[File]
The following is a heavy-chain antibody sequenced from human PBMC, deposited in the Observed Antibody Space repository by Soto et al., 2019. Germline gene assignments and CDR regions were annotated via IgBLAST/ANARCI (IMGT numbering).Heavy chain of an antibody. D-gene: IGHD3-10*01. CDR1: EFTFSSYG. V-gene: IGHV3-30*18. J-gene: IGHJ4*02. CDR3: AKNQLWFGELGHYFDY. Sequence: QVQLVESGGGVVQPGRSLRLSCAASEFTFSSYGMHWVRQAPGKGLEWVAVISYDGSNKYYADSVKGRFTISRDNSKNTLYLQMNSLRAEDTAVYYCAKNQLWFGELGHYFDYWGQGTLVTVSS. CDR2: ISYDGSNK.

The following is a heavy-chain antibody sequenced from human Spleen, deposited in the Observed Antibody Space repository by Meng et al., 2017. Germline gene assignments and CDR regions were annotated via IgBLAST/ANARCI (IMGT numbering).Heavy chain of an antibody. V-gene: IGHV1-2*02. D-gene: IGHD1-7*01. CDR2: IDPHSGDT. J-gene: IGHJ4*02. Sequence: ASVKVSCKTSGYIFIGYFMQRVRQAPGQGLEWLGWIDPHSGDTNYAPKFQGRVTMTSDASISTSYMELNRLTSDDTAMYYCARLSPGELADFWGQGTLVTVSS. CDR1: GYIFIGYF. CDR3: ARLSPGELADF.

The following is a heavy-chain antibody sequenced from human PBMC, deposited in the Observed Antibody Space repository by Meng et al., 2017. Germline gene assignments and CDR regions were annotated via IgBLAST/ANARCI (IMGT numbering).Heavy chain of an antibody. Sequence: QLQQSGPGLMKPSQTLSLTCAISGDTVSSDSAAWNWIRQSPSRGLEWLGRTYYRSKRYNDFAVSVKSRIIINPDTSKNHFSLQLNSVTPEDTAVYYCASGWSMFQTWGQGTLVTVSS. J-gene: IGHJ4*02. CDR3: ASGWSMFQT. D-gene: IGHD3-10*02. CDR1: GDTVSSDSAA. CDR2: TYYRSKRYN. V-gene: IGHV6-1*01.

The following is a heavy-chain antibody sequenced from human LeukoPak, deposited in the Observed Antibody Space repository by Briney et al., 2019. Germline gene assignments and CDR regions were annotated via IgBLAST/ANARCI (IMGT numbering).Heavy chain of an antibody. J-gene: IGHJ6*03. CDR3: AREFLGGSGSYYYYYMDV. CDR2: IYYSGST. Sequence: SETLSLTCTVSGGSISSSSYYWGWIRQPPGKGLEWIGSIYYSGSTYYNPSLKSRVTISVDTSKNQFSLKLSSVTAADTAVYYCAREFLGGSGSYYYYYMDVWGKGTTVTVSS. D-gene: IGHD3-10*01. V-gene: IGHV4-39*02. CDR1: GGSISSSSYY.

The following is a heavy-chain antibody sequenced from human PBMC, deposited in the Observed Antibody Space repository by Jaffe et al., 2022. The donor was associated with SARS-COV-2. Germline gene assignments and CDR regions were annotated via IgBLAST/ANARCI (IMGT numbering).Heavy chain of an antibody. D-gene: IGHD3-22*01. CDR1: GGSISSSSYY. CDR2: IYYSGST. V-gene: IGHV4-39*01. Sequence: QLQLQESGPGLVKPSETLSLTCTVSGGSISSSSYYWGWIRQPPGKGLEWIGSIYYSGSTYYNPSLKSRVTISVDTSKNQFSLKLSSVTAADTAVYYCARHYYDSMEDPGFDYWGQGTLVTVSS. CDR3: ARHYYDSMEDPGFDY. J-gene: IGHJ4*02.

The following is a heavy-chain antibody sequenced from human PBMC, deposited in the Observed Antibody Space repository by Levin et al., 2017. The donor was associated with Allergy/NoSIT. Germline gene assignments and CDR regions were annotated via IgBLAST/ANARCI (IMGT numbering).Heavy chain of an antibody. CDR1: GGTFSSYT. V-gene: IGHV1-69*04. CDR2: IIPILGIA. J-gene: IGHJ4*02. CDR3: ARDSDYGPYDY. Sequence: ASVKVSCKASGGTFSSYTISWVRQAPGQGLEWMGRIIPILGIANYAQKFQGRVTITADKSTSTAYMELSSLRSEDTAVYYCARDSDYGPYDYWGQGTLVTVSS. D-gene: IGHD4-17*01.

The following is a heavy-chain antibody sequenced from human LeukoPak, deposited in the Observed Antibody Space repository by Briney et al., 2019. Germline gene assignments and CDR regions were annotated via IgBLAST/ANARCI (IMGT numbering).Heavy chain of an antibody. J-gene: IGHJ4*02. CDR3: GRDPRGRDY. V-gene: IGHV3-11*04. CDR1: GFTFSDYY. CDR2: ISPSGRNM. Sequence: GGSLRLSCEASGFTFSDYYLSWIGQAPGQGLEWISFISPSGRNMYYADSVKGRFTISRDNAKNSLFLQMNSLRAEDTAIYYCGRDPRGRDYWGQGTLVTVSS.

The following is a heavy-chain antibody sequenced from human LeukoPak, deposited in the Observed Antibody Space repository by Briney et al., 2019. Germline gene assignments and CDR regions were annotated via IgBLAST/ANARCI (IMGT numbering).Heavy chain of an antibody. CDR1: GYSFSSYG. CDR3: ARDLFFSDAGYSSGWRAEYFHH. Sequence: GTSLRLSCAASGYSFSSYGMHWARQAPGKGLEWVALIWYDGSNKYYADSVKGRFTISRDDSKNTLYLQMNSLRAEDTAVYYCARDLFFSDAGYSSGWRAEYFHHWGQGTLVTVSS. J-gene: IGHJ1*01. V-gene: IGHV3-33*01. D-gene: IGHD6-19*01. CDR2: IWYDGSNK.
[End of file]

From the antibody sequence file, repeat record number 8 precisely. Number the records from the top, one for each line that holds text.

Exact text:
The following is a heavy-chain antibody sequenced from human LeukoPak, deposited in the Observed Antibody Space repository by Briney et al., 2019. Germline gene assignments and CDR regions were annotated via IgBLAST/ANARCI (IMGT numbering).Heavy chain of an antibody. CDR1: GYSFSSYG. CDR3: ARDLFFSDAGYSSGWRAEYFHH. Sequence: GTSLRLSCAASGYSFSSYGMHWARQAPGKGLEWVALIWYDGSNKYYADSVKGRFTISRDDSKNTLYLQMNSLRAEDTAVYYCARDLFFSDAGYSSGWRAEYFHHWGQGTLVTVSS. J-gene: IGHJ1*01. V-gene: IGHV3-33*01. D-gene: IGHD6-19*01. CDR2: IWYDGSNK.